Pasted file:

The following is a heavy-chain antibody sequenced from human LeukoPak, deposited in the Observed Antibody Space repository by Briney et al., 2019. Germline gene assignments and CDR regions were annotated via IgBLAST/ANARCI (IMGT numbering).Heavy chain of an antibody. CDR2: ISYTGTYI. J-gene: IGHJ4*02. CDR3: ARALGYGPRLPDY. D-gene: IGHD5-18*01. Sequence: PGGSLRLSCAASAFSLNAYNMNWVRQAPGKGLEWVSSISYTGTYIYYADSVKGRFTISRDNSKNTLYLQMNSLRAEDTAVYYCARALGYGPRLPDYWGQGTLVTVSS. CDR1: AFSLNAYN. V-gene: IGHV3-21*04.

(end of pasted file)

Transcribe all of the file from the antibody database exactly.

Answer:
The following is a heavy-chain antibody sequenced from human LeukoPak, deposited in the Observed Antibody Space repository by Briney et al., 2019. Germline gene assignments and CDR regions were annotated via IgBLAST/ANARCI (IMGT numbering).Heavy chain of an antibody. CDR2: ISYTGTYI. J-gene: IGHJ4*02. CDR3: ARALGYGPRLPDY. D-gene: IGHD5-18*01. Sequence: PGGSLRLSCAASAFSLNAYNMNWVRQAPGKGLEWVSSISYTGTYIYYADSVKGRFTISRDNSKNTLYLQMNSLRAEDTAVYYCARALGYGPRLPDYWGQGTLVTVSS. CDR1: AFSLNAYN. V-gene: IGHV3-21*04.